The PDF version of these instructions is here: Compiling your work from Scrivener.
Once you have finished writing your novel (congratulations!) you need to be able to export it from Scrivener for use elsewhere. While it is possible to compile straight to ebook format from Scrivener, I would recommend compiling to an intermediate format such as RTF (which is Word compatible), where you can play with formatting and check for last-minute errors before the final compile.
There are three basic ways you might have organised your files within Scrivener:
You might have just one folder with all your files in.
You might have folders for each chapter, each containing at least one scene.
You can see I’ve also been playing around with the icons for the scenes!
The basic structure for compiling is the same, whatever your structure.
The short version of the dialog box gives you options to choose – for the complicated structure, you need to choose a format that says (with parts). Otherwise choose whichever option you want: ebook, paperback or standard manuscript, for example.
Clicking on the blue down arrow on the right shows the full functionality of the box.
Under Contents you need to check that all the files you need to include are ticked. Any that don’t fall into the main structure, such as a prologue or epilogue, need the As-Is box ticked.
Scrivener will number any folders as chapters and if you have the part/chapter structure (here you can see a part called The Game containing a chapter called Preparations) then Scrivener will number them accordingly as long as you have chosen a structure with parts, so don’t include chapter/part numbers within the folder names.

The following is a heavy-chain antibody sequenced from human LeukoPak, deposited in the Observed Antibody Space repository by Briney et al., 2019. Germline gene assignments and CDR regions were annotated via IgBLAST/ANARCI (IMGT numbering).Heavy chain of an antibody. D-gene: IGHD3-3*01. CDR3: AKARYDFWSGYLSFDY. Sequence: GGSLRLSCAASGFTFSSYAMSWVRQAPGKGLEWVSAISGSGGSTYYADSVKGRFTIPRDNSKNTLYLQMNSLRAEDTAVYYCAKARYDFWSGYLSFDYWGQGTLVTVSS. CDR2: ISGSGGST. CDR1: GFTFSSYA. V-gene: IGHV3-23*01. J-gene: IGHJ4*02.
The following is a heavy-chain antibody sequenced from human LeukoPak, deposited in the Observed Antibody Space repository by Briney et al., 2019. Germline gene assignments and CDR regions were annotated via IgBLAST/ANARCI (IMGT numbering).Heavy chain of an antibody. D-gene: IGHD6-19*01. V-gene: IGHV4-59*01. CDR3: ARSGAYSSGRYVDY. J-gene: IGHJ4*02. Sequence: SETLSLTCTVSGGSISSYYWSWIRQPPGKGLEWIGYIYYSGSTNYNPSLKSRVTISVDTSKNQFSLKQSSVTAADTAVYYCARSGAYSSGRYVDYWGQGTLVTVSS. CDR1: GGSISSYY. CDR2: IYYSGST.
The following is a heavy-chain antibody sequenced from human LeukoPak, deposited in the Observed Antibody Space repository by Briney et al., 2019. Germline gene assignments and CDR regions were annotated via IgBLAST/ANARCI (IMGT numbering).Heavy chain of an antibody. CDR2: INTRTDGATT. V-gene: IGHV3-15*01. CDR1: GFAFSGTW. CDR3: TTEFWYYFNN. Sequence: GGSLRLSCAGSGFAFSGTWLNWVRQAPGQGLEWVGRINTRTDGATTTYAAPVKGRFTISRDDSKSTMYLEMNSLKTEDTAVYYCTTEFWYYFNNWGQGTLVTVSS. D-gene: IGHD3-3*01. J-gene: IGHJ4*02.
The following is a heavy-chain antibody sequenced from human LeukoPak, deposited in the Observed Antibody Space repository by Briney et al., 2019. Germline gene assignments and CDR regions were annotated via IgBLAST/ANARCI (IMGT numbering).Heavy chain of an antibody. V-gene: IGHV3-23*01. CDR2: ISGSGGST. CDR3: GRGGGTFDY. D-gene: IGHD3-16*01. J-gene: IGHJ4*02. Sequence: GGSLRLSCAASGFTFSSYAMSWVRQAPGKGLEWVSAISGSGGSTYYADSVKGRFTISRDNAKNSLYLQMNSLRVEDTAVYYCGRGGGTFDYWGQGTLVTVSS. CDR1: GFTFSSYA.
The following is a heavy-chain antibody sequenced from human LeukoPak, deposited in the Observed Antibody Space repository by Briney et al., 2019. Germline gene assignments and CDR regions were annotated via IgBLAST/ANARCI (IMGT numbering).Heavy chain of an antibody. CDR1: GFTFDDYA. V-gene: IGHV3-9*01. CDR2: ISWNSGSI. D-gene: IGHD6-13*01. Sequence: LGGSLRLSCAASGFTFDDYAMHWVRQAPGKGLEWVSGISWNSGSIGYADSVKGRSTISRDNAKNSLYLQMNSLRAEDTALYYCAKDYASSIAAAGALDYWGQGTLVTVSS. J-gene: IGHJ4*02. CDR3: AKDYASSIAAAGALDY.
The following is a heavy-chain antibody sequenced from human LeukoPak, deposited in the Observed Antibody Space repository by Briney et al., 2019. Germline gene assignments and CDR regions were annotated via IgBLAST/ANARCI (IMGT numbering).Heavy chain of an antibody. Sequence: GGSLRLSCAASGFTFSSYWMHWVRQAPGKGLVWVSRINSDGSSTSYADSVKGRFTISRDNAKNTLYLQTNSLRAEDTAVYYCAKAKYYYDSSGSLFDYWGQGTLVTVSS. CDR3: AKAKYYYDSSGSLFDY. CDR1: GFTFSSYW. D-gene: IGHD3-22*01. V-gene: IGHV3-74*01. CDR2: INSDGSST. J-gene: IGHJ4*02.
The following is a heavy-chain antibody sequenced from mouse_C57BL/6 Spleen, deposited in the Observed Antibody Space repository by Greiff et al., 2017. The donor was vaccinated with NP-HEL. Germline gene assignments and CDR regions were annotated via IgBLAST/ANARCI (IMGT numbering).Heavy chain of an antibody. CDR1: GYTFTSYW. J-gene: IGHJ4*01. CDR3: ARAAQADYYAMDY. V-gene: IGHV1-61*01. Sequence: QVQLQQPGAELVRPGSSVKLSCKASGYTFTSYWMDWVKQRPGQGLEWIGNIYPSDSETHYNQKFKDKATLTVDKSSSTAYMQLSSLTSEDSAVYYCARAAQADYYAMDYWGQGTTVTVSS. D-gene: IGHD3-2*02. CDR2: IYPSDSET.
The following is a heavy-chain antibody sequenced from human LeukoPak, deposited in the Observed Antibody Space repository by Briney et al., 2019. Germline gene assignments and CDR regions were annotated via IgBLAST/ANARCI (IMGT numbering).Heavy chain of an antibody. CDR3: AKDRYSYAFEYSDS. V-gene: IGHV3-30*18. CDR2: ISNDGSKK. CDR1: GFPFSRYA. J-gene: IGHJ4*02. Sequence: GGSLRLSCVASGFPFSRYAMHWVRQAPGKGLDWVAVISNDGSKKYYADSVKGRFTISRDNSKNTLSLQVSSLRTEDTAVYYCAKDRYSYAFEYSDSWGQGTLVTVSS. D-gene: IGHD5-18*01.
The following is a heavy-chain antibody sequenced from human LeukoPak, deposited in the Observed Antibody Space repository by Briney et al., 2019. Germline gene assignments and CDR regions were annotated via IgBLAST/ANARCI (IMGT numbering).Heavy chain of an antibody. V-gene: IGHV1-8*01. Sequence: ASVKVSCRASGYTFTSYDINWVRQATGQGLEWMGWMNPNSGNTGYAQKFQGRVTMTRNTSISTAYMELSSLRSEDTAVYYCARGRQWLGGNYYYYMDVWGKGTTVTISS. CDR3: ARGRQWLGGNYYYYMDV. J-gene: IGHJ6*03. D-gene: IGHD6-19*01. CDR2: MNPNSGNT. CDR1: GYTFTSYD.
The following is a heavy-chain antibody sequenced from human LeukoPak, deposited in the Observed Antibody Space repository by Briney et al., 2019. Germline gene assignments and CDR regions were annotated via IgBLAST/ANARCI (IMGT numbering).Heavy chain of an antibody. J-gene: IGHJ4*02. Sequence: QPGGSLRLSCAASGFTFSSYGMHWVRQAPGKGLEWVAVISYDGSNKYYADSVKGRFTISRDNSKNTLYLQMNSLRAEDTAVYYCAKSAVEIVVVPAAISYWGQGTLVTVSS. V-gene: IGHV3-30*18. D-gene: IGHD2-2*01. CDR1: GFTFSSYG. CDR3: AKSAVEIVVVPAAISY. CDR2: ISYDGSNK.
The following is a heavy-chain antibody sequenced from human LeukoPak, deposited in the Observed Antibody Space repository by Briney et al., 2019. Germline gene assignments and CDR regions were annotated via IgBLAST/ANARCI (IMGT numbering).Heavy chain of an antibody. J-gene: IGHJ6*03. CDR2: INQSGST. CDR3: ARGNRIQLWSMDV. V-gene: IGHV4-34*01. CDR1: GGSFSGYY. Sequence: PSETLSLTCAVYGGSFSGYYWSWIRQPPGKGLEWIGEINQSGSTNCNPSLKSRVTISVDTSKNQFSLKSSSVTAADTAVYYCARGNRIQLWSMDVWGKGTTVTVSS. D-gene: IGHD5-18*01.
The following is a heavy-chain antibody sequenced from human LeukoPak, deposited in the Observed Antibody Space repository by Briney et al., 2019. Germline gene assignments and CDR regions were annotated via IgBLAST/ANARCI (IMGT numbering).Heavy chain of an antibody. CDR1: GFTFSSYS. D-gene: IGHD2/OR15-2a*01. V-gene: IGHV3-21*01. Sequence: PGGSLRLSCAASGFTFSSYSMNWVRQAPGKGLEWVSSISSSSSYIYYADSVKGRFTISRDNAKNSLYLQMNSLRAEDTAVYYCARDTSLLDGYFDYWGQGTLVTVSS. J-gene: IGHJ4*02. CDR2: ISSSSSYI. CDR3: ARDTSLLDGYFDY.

There are several tabs of options for Compile, so I suggest you play around with them and see what the end result is. One you particularly need to look at is Transformations.
Click on Transformations on the left to see transformation options.
Here you see the Transformations options for a Standard Manuscript, which includes straightening smart quotes and converting italics to underlines. You might want these options turned off, depending on what you intend to do with the file.
When you are finished with the options, check the file type you are compiling for and then click on Compile, and you will be prompted to save the file somewhere and give it a name. I would recommend saving as RTF (rich text format), which can be viewed in most word processors.
You now have the Scrivener version of your novel and a compiled version. While some compiled versions, such as ebooks, will not allow you to edit them anyway, there is a big danger with other versions that you make changes to this file and not to the master version in Scrivener. Once you start working on the compiled version, it can be fiddly to get the work back into Scrivener, so be aware of issues if you send a file to a beta reader, editor or proofreader. Make sure that you are prepared to transfer changes back to the Scrivener version, or continue your work on the compiled version only. This is why I recommend using Scrivener to write and edit your novel, then switching to a word processor for the final tidy up, format and proofread before exporting to PDF for print versions or MOBI/EPUB for ebook versions.